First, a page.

The U.K.-focused betting division of Australian gambling conglomerate Tabcorp got into trouble with the U.K. Gambling Commission and had to pay penalties of £84,174 according to a statement posted to the Commission's website on April 13. This judgment stemmed from Tabcorp subsidiary Sunbets' role in a controversial pie eating incident that was broadcast live on national TV during last year's FA Cup. We can not help but laugh as this is the same Tabcorp who lobbied for the latest anti-poker legislation passed in Australia and wrote a nasty little paper titled "Submission to the Impact of Offshore Wagering Review" (we quote some of that paper here) who is now, breaking the laws of the UK.
Yes, you read that right. You see, Sunbets had offered odds of 8/1 on Sutton United's reserve goalkeeper, Wayne Shaw, eating a pie during his club's FA Cup match against Arsenal. The fifth-tier Sutton was looking forward to its big day against Premier League Arsenal on Feb. 20, 2017, but the action on the field isn't what wound up dominating the headlines.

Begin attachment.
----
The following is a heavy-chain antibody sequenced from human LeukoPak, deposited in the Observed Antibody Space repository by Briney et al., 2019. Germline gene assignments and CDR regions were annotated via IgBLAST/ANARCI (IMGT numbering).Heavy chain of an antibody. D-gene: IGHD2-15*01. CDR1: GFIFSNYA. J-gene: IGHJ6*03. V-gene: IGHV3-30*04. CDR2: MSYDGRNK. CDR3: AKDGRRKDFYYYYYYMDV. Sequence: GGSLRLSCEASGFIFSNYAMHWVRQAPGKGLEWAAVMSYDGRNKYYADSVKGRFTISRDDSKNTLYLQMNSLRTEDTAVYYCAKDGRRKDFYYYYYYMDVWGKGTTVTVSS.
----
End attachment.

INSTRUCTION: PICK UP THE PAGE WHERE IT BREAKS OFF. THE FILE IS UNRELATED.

Wayne Shaw's antics stole the media's attention in a story that came to be called “pie-gate.” After about 82 minutes of play, Shaw could be seen eating a pie although he later claimed that it wasn't a pie but rather a “pasty.” Sutton lost the game 2-0.
Immediately after this occurred, suspicions arose that Wayne Shaw had eaten the pie after placing bets himself or having his friends bet on his behalf. He claimed that he had heard about the unusual betting market being offered on him, but he denied any impropriety, such as tipping off his friends to bet on the outcome. He claimed to have had no financial interest in eating the pie and said that he did it as a joke.
Nevertheless, Shaw was found culpable, and he was suspended for two months and fined £375. Shaw eventually resigned from the Sutton United Football Club.
Sunbets has stated that it paid out “five figures” to winning bettors on Wayne Shaw pie eating wagers.